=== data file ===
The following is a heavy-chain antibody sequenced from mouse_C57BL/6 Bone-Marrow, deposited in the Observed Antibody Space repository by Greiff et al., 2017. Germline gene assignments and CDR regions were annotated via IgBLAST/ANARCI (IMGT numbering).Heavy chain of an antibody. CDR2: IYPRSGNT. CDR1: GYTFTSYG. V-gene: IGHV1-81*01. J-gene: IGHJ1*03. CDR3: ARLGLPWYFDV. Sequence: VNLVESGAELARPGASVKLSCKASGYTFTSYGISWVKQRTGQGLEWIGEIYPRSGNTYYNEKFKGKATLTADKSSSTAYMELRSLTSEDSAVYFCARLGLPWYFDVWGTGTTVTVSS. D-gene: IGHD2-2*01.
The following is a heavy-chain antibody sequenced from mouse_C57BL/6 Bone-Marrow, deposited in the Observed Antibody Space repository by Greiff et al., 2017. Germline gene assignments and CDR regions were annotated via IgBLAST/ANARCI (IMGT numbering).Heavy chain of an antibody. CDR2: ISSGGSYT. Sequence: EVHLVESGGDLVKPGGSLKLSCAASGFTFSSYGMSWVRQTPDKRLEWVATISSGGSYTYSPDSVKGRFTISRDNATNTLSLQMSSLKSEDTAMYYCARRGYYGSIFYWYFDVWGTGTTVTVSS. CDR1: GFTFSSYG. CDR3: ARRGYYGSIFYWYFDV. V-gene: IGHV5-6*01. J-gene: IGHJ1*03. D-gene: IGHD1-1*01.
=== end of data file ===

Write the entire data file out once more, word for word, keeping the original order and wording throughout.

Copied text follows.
The following is a heavy-chain antibody sequenced from mouse_C57BL/6 Bone-Marrow, deposited in the Observed Antibody Space repository by Greiff et al., 2017. Germline gene assignments and CDR regions were annotated via IgBLAST/ANARCI (IMGT numbering).Heavy chain of an antibody. CDR2: IYPRSGNT. CDR1: GYTFTSYG. V-gene: IGHV1-81*01. J-gene: IGHJ1*03. CDR3: ARLGLPWYFDV. Sequence: VNLVESGAELARPGASVKLSCKASGYTFTSYGISWVKQRTGQGLEWIGEIYPRSGNTYYNEKFKGKATLTADKSSSTAYMELRSLTSEDSAVYFCARLGLPWYFDVWGTGTTVTVSS. D-gene: IGHD2-2*01.
The following is a heavy-chain antibody sequenced from mouse_C57BL/6 Bone-Marrow, deposited in the Observed Antibody Space repository by Greiff et al., 2017. Germline gene assignments and CDR regions were annotated via IgBLAST/ANARCI (IMGT numbering).Heavy chain of an antibody. CDR2: ISSGGSYT. Sequence: EVHLVESGGDLVKPGGSLKLSCAASGFTFSSYGMSWVRQTPDKRLEWVATISSGGSYTYSPDSVKGRFTISRDNATNTLSLQMSSLKSEDTAMYYCARRGYYGSIFYWYFDVWGTGTTVTVSS. CDR1: GFTFSSYG. CDR3: ARRGYYGSIFYWYFDV. V-gene: IGHV5-6*01. J-gene: IGHJ1*03. D-gene: IGHD1-1*01.